Saturday, March 10, 2018

What Can Chile's Military Expect from Piñera 2.0?

Sebastian Piñera takes office Sunday after being elected president for a second non-consecutive term. The center-right Piñera has broad plans for the military, but little in terms of weapons modernization. Instead, his platform calls for administrative and organizational changes, such as beefing up cyberdefense, updating the management of state-owned defense companies and maintaining alliances with friendly nations. But there are a few noteworthy goals. One is to increase transparency in the armed forces, which is almost an obligatory task after scandals surfaced in the past year. Piñera also seeks changes in the military service to improve the call-up of reserves in case of emergency, which in Chile primarily means assisting with natural disasters. Another key goal is replacing the tax on government-owned Codelco with a new financing mechanism for weapons acquisitions. The mining company can use more capital to modernize and the 10% tax is a drag. However, three previous administrations (including Piñera's first term) have failed to move forward on those plans. The so-called copper law seems as entrenched as empanadas on Independence Day. The Harvard-trained Piñera's larger security issues are internal, namely the indigenous uprising in the south of Chile, border security and everyday crime and the ills associated with it, such as recidivism and organized crime. Piñera has sort of a clean slate to start with. He's named a longtime senator as his minister of defense, and a new general has just assumed the leadership of the Army.

Sunday, February 11, 2018

After Investigation is Fumbled, Will Anyone Face Terror Charges?

Chile's police force is facing a major crisis after investigators were found to be planting evidence in one of the biggest sweeps against indigenous militants. Carabineros unleashed Operation Hurricane last September, rounding up a number of Mapuche activists and charging them with attacks on ranchers, logging trucks and churches. But the case started unraveling when word leaked out that police had fabricated incriminating messages on the defendants' WhatsApp and Telegram messaging apps. What would have been one of the largest crackdowns on the wave of arson and armed attacks by Mapuche extremists has now collapsed in embarrassing form. On Feb. 9, a judge dismissed all charges against 10 defendants in the case, leaving police and prosecutors empty handed and with egg on their faces. After years of extremist attacks in the Araucania region, authorities have little to show for their work. Attackers have escaped time after time using simple but effective tactics under the cover of darkness. Truckers and others who have been victimized have reason to believe Carabineros are failing to tackle one of the biggest security problems in Chile. But the episode also reinforces Mapuche claims that police are violating their rights.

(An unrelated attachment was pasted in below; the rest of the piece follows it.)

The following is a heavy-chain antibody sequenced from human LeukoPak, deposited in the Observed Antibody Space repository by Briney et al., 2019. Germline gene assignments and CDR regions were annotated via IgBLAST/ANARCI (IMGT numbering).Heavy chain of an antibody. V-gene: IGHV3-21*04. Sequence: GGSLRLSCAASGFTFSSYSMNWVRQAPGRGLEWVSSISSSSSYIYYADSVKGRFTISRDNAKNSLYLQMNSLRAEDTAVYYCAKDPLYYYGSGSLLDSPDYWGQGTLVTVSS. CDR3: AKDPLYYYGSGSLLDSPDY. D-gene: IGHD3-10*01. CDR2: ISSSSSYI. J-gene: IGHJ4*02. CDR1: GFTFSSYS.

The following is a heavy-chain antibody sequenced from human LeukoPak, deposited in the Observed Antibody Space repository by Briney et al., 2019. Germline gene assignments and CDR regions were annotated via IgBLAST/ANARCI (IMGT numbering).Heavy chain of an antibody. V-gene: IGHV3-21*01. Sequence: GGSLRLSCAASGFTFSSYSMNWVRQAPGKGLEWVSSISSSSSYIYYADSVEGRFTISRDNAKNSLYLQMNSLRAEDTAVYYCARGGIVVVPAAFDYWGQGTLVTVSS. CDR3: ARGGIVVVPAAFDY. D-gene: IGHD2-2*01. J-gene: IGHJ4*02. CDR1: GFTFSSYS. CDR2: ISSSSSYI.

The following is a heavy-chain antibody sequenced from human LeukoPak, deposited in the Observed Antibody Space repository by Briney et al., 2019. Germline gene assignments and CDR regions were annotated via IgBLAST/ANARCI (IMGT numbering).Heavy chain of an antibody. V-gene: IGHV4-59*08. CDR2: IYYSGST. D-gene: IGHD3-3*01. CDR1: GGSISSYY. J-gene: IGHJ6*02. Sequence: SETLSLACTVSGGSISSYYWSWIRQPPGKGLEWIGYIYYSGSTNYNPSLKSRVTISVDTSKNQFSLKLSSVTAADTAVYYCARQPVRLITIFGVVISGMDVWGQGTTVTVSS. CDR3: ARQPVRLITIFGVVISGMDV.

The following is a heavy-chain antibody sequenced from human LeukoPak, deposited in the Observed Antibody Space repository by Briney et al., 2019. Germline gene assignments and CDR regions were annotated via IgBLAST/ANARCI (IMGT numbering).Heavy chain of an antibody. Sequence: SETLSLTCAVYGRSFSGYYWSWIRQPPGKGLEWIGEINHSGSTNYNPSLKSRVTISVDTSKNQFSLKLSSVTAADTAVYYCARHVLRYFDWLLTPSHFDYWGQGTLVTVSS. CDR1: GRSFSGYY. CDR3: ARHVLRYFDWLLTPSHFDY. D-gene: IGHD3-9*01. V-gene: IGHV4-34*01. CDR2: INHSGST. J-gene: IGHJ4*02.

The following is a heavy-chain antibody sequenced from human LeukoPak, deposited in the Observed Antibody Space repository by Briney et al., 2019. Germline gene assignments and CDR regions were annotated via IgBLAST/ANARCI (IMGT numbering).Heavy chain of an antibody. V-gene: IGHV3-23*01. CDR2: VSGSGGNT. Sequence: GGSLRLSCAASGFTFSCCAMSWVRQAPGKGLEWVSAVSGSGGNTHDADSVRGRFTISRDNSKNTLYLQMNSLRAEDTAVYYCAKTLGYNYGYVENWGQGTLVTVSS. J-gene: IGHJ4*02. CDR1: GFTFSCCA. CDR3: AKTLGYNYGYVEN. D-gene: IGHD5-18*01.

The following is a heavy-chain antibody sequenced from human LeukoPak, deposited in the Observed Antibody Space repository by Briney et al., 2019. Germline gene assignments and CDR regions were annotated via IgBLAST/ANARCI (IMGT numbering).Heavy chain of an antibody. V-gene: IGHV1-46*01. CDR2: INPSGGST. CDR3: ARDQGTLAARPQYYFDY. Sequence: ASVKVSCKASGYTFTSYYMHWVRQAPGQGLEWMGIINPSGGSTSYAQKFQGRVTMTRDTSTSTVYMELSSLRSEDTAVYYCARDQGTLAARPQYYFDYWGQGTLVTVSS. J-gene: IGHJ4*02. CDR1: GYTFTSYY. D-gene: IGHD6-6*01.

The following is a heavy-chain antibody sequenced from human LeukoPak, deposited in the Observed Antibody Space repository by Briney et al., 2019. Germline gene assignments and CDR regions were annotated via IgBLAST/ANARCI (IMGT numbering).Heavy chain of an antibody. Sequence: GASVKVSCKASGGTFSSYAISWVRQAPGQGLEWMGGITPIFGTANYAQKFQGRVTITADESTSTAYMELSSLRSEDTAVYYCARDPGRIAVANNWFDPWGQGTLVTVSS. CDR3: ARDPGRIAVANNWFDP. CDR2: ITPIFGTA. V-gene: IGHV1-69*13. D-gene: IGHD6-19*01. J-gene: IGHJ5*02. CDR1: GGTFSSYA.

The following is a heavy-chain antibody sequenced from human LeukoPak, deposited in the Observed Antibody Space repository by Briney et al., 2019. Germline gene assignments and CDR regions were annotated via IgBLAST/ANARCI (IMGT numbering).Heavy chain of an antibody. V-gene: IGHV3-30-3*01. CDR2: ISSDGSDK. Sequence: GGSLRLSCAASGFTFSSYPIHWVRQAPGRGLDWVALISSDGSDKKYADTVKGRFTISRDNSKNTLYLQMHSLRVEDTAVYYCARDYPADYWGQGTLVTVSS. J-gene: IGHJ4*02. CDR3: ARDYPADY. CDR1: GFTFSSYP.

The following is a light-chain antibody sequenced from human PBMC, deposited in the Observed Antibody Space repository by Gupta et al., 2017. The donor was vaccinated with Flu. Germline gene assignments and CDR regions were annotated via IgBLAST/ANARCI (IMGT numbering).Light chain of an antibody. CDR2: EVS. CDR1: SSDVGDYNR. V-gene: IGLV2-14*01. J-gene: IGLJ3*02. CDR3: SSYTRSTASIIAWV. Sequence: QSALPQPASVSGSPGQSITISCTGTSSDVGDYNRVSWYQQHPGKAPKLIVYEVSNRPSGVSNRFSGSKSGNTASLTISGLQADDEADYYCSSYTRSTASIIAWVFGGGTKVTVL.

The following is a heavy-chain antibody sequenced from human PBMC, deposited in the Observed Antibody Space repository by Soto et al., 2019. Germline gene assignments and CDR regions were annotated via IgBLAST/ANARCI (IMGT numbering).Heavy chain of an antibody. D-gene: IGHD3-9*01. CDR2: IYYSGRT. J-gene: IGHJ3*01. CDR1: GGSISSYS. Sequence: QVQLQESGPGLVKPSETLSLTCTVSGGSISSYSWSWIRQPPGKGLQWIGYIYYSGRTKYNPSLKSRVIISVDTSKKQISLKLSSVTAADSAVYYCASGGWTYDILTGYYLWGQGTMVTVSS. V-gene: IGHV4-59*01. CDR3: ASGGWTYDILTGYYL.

Sunday, January 28, 2018

The Navy's Ambitions: New Frigates, Major Upgrades

Chile's Navy completed the renovation of its surface fleet in 2008, when it took delivery of the last of three Type 23 frigates purchased from Britain. Ten years later, the Navy is looking to start anew with replacements for its oldest warships. First on the list are the two L-Class air-defense frigates acquired from the Netherlands in 2004. The ships are armed with SM-1 and Sea Sparrow missiles capable of giving a naval task force a protective umbrella of up to 20 nautical miles. That's limited by modern standards. The SM-1 has been retired from US Navy service for nearly 15 years, and manufacturer Raytheon will stop providing support for the missile in two years. The ship hulls already are more than 30 years old. FFG-11 Capitan Prat and FFG-14 Almirante Latorre are set for retirement in 2025. As it did a decade ago, the Navy will consider building ships in its own shipyards. But second-hand ships likely will be cheaper and faster to procure. The more-immediate projects are the upgrades to the Type 23 frigates. This month, the first frigate is starting work that includes installing Lockheed Martin's CMS 330 combat management system, MBDA's CAMM anti-aircraft missiles, and the TRS-4D radar from Hensoldt. Also in January, the SS-20 Thomson undergoes a comprehensive refit that will extend the submarine's service life by about 10 years. Meanwhile, construction continues on the Fassmer-class offshore patrol vessels, with four of six ships already delivered.